Review: Batman/Superman: World’s Finest #7-8

by Bryant Lucas
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“Strange Visitor” – Parts One and Two
Writer: Mark Waid
Artist: Dan Mora
Color Artist: Tamra Bonvillain
Letterer: Steve Wands
Review by Bryant Lucas

Superman recruits a new sidekick, as The Key holds Gotham City hostage in my review of Batman/Superman: World’s Finest #7 and #8. Last month, Superman acquired a new mentee named The Boy Thunder: a teenager from another dimension who is the sole survivor of his Earth. Like Superman, The Boy Thunder was shot Earth-0 via a rocket built by his parents, but this ship was designed to traverse the Multiverse instead of outer space.

Furthermore, The Man of Steel and The Boy Thunder share another similarity: both heroes receive their superpowers from Earth-0’s sun. Batman/Superman: World’s Finest #8 opens with the boy training with the original Teen Titans (NOTE: This story is set in the past) and Superman. However, the training session comes to an abrupt close when Gotham City suffers a city-wide attack from a villain named The Key.

World’s Finest #7 and #8 – Charming As Ever

One of the hallmarks of World’s Finest has been the title’s tone. Specifically, Mark Waid has stripped away much of the “doom and gloom” of modern comics, embracing a far more whimsical and nostalgic approach. For the “Strange Visitor” arc, Waid has once again struck an amazing balance. His story manages to juggle heart, humor, and heroics effortlessly.

I’m not going to pretend the story isn’t goofy, but that doesn’t matter. Waid leans into the Silver Age shenanigans while still crafting a story that is distinctly modern; it’s as if he somehow taps into his inner child when writing his stories. I can’t help but think that the premise for World’s Finest revolves around a very simple premise: Waid wants to write books that remind him of the comics he read growing up.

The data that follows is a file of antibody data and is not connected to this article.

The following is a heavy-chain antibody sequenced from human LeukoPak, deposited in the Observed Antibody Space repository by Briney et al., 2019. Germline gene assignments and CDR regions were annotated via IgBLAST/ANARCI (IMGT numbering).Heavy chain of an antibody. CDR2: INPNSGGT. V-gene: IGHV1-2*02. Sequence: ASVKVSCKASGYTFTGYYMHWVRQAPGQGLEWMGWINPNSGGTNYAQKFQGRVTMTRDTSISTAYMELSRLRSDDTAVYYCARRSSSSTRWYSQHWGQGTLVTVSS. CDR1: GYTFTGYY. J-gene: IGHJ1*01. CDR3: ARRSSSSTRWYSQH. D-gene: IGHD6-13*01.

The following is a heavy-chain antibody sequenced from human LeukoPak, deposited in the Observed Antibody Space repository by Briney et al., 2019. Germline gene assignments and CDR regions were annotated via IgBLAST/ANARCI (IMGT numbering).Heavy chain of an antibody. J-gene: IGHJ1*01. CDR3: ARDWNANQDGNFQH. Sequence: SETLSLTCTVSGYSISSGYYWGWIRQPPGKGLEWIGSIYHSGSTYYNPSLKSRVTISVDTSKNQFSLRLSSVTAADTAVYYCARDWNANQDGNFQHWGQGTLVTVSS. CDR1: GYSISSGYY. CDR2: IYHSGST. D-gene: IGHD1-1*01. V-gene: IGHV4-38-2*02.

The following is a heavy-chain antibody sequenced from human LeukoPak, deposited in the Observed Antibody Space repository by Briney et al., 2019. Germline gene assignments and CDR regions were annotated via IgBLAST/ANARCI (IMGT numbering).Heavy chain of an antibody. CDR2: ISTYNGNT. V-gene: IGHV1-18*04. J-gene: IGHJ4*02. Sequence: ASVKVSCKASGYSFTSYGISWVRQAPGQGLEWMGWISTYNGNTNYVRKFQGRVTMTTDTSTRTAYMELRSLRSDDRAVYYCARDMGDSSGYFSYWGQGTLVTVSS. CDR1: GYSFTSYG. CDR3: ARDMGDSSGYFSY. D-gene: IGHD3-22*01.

Just like previous installments, World’s Finest #8 captures the glee and wonder of the comics of yesteryear. This level of commitment to such a distinct tone is not only commendable but also flat-out charming.

Dan Mora is Back!

After taking an issue off, Dan Mora returned for World’s Finest #7 and #8, which is fantastic because he brings a “secret sauce”. It’s no secret that Mark Waid’s a fantastic storyteller; I would never underestimate his contribution to the quality of this title… however, Dan Mora’s art is what really makes this title shine (in my opinion).

He visually captures the essence of Waid’s premise: Modern Silver Age stories. A great example of this is his treatment of the Teen Titans. Kid Flash, Aqualad, Speedy, and Wonder Girl are all here, dressed in their Silver Age costumes (as seen in Teen Titans: Year One). The crazy thing is that these characters are actually, visibly happy. Again, Mora renders them in their retro costumes while highlighting their youthful exuberance. It’s absolutely refreshing and wonderful.


Batman/Superman: World’s Finest #7 and 8 continue the streak of quality established since the series’ debut. Despite The Boy Thunder’s tragic origin, Waid’s script remains buoyant and fun. Meanwhile, Mora’s artwork is as rich as a fine wine and playful as a puppy. I swear, these two creators bring us magic each month, and I can only see things getting better from here.

Final Verdict: These issues are stunning pieces of pop culture, slathered in nostalgia, and dripping with fun… they’re well worth your time.

9 out of 10

Images Courtesy of DC Entertainment

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